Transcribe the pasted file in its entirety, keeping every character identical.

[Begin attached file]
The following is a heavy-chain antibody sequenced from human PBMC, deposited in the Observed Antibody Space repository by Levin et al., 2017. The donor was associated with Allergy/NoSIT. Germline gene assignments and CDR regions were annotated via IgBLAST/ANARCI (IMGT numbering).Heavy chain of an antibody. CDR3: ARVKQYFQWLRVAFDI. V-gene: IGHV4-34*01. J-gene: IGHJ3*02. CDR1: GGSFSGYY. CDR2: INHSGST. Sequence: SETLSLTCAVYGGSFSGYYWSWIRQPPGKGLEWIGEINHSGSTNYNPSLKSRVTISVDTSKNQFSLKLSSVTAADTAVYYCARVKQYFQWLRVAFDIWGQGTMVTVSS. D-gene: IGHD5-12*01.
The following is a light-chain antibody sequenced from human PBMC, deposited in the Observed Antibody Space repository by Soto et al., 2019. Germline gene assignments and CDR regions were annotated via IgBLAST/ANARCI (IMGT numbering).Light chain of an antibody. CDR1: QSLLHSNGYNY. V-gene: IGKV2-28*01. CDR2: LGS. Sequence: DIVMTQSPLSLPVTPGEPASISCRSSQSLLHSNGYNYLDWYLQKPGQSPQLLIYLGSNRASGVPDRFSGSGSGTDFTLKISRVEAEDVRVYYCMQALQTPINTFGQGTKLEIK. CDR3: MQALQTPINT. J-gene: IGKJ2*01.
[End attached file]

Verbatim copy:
The following is a heavy-chain antibody sequenced from human PBMC, deposited in the Observed Antibody Space repository by Levin et al., 2017. The donor was associated with Allergy/NoSIT. Germline gene assignments and CDR regions were annotated via IgBLAST/ANARCI (IMGT numbering).Heavy chain of an antibody. CDR3: ARVKQYFQWLRVAFDI. V-gene: IGHV4-34*01. J-gene: IGHJ3*02. CDR1: GGSFSGYY. CDR2: INHSGST. Sequence: SETLSLTCAVYGGSFSGYYWSWIRQPPGKGLEWIGEINHSGSTNYNPSLKSRVTISVDTSKNQFSLKLSSVTAADTAVYYCARVKQYFQWLRVAFDIWGQGTMVTVSS. D-gene: IGHD5-12*01.
The following is a light-chain antibody sequenced from human PBMC, deposited in the Observed Antibody Space repository by Soto et al., 2019. Germline gene assignments and CDR regions were annotated via IgBLAST/ANARCI (IMGT numbering).Light chain of an antibody. CDR1: QSLLHSNGYNY. V-gene: IGKV2-28*01. CDR2: LGS. Sequence: DIVMTQSPLSLPVTPGEPASISCRSSQSLLHSNGYNYLDWYLQKPGQSPQLLIYLGSNRASGVPDRFSGSGSGTDFTLKISRVEAEDVRVYYCMQALQTPINTFGQGTKLEIK. CDR3: MQALQTPINT. J-gene: IGKJ2*01.